A haemangioblastoma is a rare brain tumour that starts in the cells lining the blood (‘haem’) vessels in the brain and sometimes the spinal cord. It is a slow growing, benign tumour. People with a genetic condition called von Hippel-Lindau disease have a higher risk.

Symptoms may include headaches, vomiting, problems with coordination and balance, or jerky eye movements. When it’s in the spinal cord, it can cause back or neck pain.

To find out more about the tumour you will need different tests. You usually have a MRI scan or a CT scan and an angiogram which looks at the blood vessels in the brain.

Treatment depends on the size and position of the tumour and your health. Your specialist will talk to you about the best treatment plan for you and explain the benefits and disadvantages.

Surgery is usually the main treatment. Radiotherapy can be used instead of or after surgery. Your doctor may prescribe steroids to reduce symptoms. Treatments cause side effects. Your doctor will explain what to expect and how side effects can be managed.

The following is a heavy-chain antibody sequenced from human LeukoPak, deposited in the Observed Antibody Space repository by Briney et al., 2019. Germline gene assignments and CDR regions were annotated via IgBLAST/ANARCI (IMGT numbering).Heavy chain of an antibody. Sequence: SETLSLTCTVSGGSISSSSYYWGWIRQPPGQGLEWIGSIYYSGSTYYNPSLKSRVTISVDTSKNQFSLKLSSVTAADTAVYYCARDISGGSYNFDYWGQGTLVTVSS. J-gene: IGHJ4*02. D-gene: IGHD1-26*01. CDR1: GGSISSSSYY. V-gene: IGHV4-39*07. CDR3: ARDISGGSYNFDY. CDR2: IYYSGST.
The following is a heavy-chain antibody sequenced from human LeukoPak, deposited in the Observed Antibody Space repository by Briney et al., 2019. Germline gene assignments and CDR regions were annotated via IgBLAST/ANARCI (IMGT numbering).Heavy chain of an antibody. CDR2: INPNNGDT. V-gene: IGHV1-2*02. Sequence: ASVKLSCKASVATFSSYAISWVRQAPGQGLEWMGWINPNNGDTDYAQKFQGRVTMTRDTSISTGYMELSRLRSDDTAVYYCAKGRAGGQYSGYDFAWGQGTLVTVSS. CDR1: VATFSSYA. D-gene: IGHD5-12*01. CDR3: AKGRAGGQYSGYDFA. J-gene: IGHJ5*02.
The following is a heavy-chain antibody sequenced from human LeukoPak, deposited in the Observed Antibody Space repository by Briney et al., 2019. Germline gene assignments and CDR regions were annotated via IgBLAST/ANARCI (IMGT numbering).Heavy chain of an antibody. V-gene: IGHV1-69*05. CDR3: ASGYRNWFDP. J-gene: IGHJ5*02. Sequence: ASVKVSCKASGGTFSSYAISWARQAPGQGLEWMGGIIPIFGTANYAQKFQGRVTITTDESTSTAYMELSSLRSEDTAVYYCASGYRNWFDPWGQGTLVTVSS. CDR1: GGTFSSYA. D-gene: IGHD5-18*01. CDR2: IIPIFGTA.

Understanding brain tumours

The brain and spinal cord make up the central nervous system (CNS). The brain controls different functions of the body, including how we think, feel, learn and move. The spinal cord is made up of nerves that run down the middle of the back (spine). Messages between the brain and other parts of the body travel through the spinal cord.

A tumour can be benign (not cancer) or malignant (cancerous). A benign brain tumour can cause problems as it grows if it presses on surrounding tissue, but it can’t spread to other parts of the brain. A malignant tumour can cause problems by growing into nearby tissues and may spread to other parts of the CNS.

Side view of the structure of the brain
Side view of the structure of the brain